Upcoming (electric)car crash
September 3, 2021
The Wall Street habit of making up absurd valuations for Tech stocks on IPO has succeeded in the digital space largely because the unit cost of production in digital is approaching zero and the potential scale effects are huge. However, the blend of Tech and old manufacturing as represented in the electric car space is fast approaching a King’s New Clothes moment as the newcomers are now competing against vastly experienced manufacturing and distribution rivals who trade on multiples of 5x earnings and 0.5x book.
During the summer an update on an ‘old’ story almost sneaked by. The Tesla competitor Rivian, a startup backed by both Amazon and Ford, which we discussed at the end of 2019 (What Tesla should have done) raised $2.7bn of debt. The valuation at the time appeared to be the standard Wall Street make-it-up-as-you-go-along multiple of 10x, ie $27.6bn according to Bloomberg, but then someone must have spotted that, having raised a total of $10.5bn, it was actually time for an IPO on a valuation of $80bn! Naturally the company hasn’t yet delivered any actual cars, although Ford (Market Cap a mere $51bn) did book itself a near $1bn profit on its stake. As noted in August, ‘dieselgate’ has been a game changer for electric vehicles in that all the major manufacturers have switched to an electric offering and indeed many will sell as loss leaders to manage the overall emissions of their fleet offering. This makes it very difficult for a new entrant with no manufacturing experience to break into the market in any scale (a point Sir James Dyson made when he quit the race). Reviews of the Rivian are highly enthusiastic and as we noted in 2019 suggest that the ludicrous Tesla Cyber Truck will be Elon’s Edsel at best, if it ever sees production that is. (Although if, like Henry Ford with the Edsel he is going to name it after his latest son it might be called the Tesla X Æ A-Xii).
Indeed we would not be surprised if on a 5 year view Tesla give up making cars altogether and concentrate on batteries and power distribution. However, this does not mean Rivian has a spot to move into, for the existing manufacturers are crowding into the space. In particular, the window between the Rivian’s release – originally scheduled for 2020 but now next year – and the release of the all-electric pickups from GM and, of course, investor and soon to be rival, Ford is narrowing rapidly. If the sharp suits on Wall Street do manage to persuade retail investors (and doubtless ESG funds) to buy into a Rivian IPO, they would do well to watch what Ford do with their stake. Certainly, if it were me, I would sell my stake and then use some of the billions in booked profits to crush the new guys in the after-market with a heavily discounted and dealer supported new electric P150 pickup.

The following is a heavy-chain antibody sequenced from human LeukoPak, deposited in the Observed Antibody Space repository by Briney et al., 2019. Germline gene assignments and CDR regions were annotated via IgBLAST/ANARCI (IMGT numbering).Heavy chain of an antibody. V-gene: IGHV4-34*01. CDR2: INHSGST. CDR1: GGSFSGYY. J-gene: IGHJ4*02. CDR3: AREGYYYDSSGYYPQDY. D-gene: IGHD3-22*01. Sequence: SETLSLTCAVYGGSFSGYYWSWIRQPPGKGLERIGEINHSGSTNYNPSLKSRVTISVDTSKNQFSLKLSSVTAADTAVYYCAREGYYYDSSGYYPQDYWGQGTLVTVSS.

There’s a world of difference between making money shifting bits of paper between groups of leveraged ‘investors’ on the way to an IPO cash-out and actually making real things like cars, electric or otherwise. The reality is that Rivian should not be compared to Tesla for valuation, nor indeed to Chinese rivals like BYD or BAIC, but to its actual US rivals GM and Ford, both of whom trade on around 0.5 x sales. On that basis, the Wall Street plan for an $80bn IPO would imply $160bn of sales for Rivian’s electric trucks, which is approximately 10x the industry estimate for total US electric truck sales by 2030. Put another way, even if Rivian captured 100% of the electric light truck market in the US over the next 8 years it would still be trading on 5x 2030 sales. Just not going to happen is it?